Data on the element content, total nitrogen content, and soil pH at both analysed depths of all soil profiles are listed in Table 2. Information on soil texture and moisture content is given in Table 3. The European aspen and hybrid aspen stands in Iecava are growing on soil that is chemically and granulometrically different from the soils of all other geographically distinct sampling plots. The upper soil layers down to 30 cm contained organic material, the soil there had the highest calcium content (39.30-71.32 g [kg.sup.-1] versus 0.19-7.48 g [kg.sup.-1] in other sampling plots) and the highest total carbon content (350.8-380.4 g [kg.sup.-1] versus 10.8-39.0 g [kg.sup.-1] in other places). In several cases the level of a particular element was reduced in the soil samples from hybrid aspen in comparison to the soil samples from European aspen (Table 2). For example, total nitrogen content and potassium content were reduced in all sampling plots except in Iecava. An increased C/N ratio in the soil of the hybrid aspen stand was observed only in Kalsnava, probably due to the age of this stand. This is in line with other investigations showing that hybrid aspen litter has an increased C/N ratio in comparison to European aspen litter (Nikula et al., 2009) followed by carbon sequestration in the soil (Baum et al., 2009).

Analysis of culturable microorganisms

The count of culturable microorganisms on three microbial media is given in Fig. 2a-e. The following statistically significant differences between the soils of hybrid aspen and European aspen stands were detected: a significantly higher number of bacterial CFU on TSA in the European aspen stand at Kalsnava (F = 1.13, p = 0.02; 2.14 x [10.sup.6] CFU [g.sup.-1] of dry soil versus 1.56 x [10.sup.6] CFU [g.sup.-1] of dry soil), significantly higher numbers of yeasts and maltose utilizing bacteria on MEA in the European aspen stand at Kalsnava (F = 1.52, p = 0.003; 4.86 x [10.sup.6] CFU [g.sup.-1] of dry soil versus 1.80 x [10.sup.6] CFU [g.sup.-1] of dry soil), and significantly higher numbers of filamentous fungi CFU on MEA at a depth of 16-30 cm in the soil of the hybrid aspen clones at Ropazi (F = 12.27, p = 0.007; 6.41 x [10.sup.4] CFU [g.sup.-1] of dry soil versus 3.23 x [10.sup.4] CFU [g.sup.-1] of dry soil).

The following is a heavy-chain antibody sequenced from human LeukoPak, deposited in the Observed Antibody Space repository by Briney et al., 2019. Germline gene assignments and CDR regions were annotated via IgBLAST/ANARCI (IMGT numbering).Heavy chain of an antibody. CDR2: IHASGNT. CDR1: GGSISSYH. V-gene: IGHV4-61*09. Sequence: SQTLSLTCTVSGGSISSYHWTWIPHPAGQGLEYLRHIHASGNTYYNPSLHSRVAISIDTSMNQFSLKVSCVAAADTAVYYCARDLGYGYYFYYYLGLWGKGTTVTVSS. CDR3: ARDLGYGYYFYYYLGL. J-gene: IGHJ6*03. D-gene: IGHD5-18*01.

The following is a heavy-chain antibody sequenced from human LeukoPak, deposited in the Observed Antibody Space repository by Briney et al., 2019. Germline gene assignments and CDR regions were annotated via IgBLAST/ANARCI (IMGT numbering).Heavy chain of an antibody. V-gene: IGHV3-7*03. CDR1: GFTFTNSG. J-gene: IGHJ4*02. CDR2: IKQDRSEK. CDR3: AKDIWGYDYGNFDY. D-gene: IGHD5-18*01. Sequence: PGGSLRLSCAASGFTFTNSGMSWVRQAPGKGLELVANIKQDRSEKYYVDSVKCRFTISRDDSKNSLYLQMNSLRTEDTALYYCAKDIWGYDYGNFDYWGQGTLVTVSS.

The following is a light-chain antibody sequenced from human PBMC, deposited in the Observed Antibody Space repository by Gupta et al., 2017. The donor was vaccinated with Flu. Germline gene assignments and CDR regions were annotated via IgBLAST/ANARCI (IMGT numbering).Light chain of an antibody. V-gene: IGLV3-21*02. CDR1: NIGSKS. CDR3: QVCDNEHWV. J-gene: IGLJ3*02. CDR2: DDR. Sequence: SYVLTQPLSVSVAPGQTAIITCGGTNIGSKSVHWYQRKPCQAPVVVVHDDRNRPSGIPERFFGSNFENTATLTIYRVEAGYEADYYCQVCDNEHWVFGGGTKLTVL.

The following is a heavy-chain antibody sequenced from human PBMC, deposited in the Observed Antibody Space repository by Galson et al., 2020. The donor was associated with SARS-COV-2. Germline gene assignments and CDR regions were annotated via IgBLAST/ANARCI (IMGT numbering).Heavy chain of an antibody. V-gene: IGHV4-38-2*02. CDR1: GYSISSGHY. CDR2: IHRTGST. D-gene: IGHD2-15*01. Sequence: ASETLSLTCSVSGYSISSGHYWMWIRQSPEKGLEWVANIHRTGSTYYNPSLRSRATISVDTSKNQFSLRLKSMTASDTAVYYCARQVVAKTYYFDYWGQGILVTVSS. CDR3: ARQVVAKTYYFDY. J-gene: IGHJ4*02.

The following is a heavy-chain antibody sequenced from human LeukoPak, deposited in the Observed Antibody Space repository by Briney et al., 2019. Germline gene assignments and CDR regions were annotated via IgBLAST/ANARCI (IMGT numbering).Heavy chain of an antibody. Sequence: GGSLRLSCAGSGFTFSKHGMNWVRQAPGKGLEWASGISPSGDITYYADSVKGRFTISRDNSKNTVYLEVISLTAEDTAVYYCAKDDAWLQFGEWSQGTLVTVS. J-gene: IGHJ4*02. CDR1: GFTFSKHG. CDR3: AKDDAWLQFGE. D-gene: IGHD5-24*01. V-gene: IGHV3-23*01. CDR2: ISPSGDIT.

[FIGURE 2 OMITTED]

The total number of soil bacteria fluctuated from 5.37 to 6.99 log CFU [g.sup.-1] of dry soil, which is similar to the total number of bacteria in agricultural soils, where it ranges from 5.10 to 7.85 log CFU [g.sup.-1] of dry soil (Grantina et al., 2011a). The number of yeasts and maltose utilizing bacteria on MEA ranged from 5.34 to 6.71 log CFU [g.sup.-1] of dry soil and the total number of CFF was from 3.93 to 5.92 log CFU [g.sup.-1] of dry soil. These numbers are on average slightly higher than in agricultural soil where they fluctuate from 3.72 to 6.14 log CFU [g.sup.-1] of dry soil and from 2.53 to 4.89 log CFU [g.sup.-1] of dry soil, respectively (Grantina et al., 2011a), being more similar to forest soils where the level of CFF is 3.24-5.59 log CFU [g.sup.-1] of dry soil in spruce forest (Grantina et al., 2012) and 3.58-5.08 log CFU [g.sup.-1] of dry soil in mixed and pine forests (Grantina et al., 2011b).